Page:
cultural history

  • Masculinity and Trauma in War and Football

    by Sarah Handley-Cousins

    Sports have been cast as a (relatively) peaceful way of inculcating a set of masculine virtues otherwise associated with war. But the experience of injury and grief will continue to confound the rules of manhood—and football fans and citizens should pay attention. 

  • Cheers... to Drinking Songs

    by R. Eric Tippin

    Drinking songs have been pervasive in human history, but profoundly divided between those framing drink as a divine gift ordered by ritual and those concerned with a party. 

  • Review: How Fitness Joined the Middle-Class Mainstream

    by Katrina Gulliver

    Natalia Mehlman Petrzela's "Fit Nation" reviews the move of exercise from the fringe to the mainstream, while examining the ways fitness culture reflects social divisions in America. 

  • You Can't Unsee the Truth About Cars

    by Andrew Ross and Julie Livingston

    Despite cultural mythology, cars are actually un-freedom machines, and drivers of inequality, particularly for racial minorities. It's a mistake for the Biden administration's infrastructure agenda to further enshrine the car as the dominant means of mobility. 

  • The History of Fashion's Turn to Embracing Fakery

    Fashion historians Valerie Steele and Einav Rabinovitch-Fox explain the historic push and pull between designers and copycats, and how recent trends have blurred the lines between authenticity and fakeness and exclusivity and popular style. 

  • What's the Path from Crunchy Counterculture to Alt-Right?

    by Kathleen Belew

    Observers have tracked a growing affinity between online adherents of natural lifestyle and alternative medicine communities and the antigovernment and white supremacist movements. Thinking about the connections disrupts our idea of a linear spectrum of political affinity from "left" to "right."

  • Lunchtime in Italy: Work, Time and Civil Society

    by Jonathan Levy

    The Italian lunchtime insists that time be organized around communal rituals and sustenance, not work. Does the utter foreignness of this attitude in America help explain the current national derangement? 

  • Who Still Needs the Carnivalesque?

    by Ed Simon

    Despite its repeated theorization, the political meaning of carnivals and the social inversions they temporarily enable remains hotly debated. 

  • The Shift from Norms to Boundaries Explains the Problem of TMI

    "Too Much Information" is a social error that arises from the need for individuals to determine their own boundaries and match their expression to others'. But longing for firmer rules of etiquette should be tempered by understanding how those rules were based in ideas about whose voices should be heard.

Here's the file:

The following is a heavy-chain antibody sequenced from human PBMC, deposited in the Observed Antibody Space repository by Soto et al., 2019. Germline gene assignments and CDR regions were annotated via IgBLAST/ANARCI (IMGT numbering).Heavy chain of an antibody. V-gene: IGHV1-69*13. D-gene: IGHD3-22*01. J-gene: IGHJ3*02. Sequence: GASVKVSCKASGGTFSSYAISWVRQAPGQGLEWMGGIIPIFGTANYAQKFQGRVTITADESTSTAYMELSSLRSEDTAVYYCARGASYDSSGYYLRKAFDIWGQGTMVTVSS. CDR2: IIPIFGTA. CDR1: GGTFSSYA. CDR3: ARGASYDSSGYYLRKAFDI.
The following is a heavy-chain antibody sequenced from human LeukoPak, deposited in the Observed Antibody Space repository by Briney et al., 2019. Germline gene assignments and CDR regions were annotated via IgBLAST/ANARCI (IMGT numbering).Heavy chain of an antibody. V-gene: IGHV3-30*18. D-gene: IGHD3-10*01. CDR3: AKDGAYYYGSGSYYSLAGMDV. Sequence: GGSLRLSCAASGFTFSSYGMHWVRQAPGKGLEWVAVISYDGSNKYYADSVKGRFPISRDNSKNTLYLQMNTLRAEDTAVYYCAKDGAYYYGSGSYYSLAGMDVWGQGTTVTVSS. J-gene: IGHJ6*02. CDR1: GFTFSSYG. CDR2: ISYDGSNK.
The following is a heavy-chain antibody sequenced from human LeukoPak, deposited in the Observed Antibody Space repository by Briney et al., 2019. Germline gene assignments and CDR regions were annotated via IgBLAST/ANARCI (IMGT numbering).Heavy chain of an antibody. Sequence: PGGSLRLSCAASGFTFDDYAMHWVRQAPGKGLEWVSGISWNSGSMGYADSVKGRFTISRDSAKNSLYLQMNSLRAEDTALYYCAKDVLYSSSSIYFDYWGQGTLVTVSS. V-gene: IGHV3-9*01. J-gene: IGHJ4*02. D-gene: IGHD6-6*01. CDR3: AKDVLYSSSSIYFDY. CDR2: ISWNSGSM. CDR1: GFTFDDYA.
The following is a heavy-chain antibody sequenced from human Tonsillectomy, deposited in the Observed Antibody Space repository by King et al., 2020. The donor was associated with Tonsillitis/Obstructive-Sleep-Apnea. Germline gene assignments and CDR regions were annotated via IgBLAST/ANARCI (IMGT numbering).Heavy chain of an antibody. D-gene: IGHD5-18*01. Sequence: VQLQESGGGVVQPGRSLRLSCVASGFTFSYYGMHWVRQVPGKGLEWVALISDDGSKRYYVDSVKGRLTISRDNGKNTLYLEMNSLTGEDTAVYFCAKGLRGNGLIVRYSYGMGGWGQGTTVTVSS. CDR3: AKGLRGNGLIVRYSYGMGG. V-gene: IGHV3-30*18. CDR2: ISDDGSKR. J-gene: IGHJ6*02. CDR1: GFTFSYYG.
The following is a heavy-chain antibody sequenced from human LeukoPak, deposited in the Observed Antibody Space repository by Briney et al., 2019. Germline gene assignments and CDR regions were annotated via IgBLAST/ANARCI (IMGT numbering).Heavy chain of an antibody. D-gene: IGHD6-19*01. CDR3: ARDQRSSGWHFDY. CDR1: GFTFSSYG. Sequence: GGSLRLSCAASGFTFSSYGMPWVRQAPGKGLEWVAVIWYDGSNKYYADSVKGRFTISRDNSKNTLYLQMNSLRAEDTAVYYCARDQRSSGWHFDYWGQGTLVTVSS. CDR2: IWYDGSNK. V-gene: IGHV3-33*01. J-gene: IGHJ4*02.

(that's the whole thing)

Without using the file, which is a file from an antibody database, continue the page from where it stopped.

• "Passion Plays": The Overlap of Sports Fandom and American Christianity

    by Paul Emory Putz

    A reviewer notes that a new book by a leading interpreter of American evangelical culture may raise important awareness about the wonderment and faith inherent in sports fandom, but leaves out some discussion of how sports support an increasingly masculinist Christianity. 

  • The Historical Roots of "Florida Man"

    by Julio CapĆ³, Jr. and Tyler Gillespie

    The internet meme "Florida Man" signals a caricature of the presumed recklessness and ignorance of the state's population. But these stories have a long history of justifying colonialism and profiteering in the Sunshine State, and stand in the way of progress today. 

  • Arena Rockin' The Vote?

    by George Case

    Dismissed, derided, or even deplored by critics, and out of step with the trends, arena rock acts still pack them in in much of America. Is it the sonic key to understanding Trumpism? 

  • Songs for Sale: Tin Pan Alley (Excerpt)

    by Bob Stanley

    American popular music didn't start with Elvis. It emerged when musical fads onstage converged with a new mass market for in-home record players to make song publishing big business. 

  • Uncancel Wilma Soss

    by Robert E. Wright and Janice Traflet

    Wilma Soss defied norms as a woman who became independently wealthy through her PR agency and her investments, but the circumstances of her marriage and her outspoken advocacy for shareholders against corporate waste led to her erasure.  Her biographers hope to correct that. 

  • Sarah Churchwell on the Lies of "Gone With the Wind"

    by Adam Hochshild

    Does a 500 page book on the historical distortions of the novel and film seem like beating a dead horse? What if the horse is still alive and threatening to trample people?